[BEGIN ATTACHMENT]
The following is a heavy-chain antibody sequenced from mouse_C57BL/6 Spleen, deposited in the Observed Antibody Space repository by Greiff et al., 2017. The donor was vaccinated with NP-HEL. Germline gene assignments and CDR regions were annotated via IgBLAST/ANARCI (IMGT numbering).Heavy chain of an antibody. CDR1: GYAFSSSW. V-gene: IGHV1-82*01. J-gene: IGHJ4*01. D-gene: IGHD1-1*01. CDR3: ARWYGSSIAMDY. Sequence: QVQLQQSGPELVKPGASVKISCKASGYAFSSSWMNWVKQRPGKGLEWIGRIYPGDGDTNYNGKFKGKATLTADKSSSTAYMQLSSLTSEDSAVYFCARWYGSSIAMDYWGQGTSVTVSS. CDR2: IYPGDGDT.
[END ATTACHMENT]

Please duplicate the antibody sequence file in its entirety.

The following is a heavy-chain antibody sequenced from mouse_C57BL/6 Spleen, deposited in the Observed Antibody Space repository by Greiff et al., 2017. The donor was vaccinated with NP-HEL. Germline gene assignments and CDR regions were annotated via IgBLAST/ANARCI (IMGT numbering).Heavy chain of an antibody. CDR1: GYAFSSSW. V-gene: IGHV1-82*01. J-gene: IGHJ4*01. D-gene: IGHD1-1*01. CDR3: ARWYGSSIAMDY. Sequence: QVQLQQSGPELVKPGASVKISCKASGYAFSSSWMNWVKQRPGKGLEWIGRIYPGDGDTNYNGKFKGKATLTADKSSSTAYMQLSSLTSEDSAVYFCARWYGSSIAMDYWGQGTSVTVSS. CDR2: IYPGDGDT.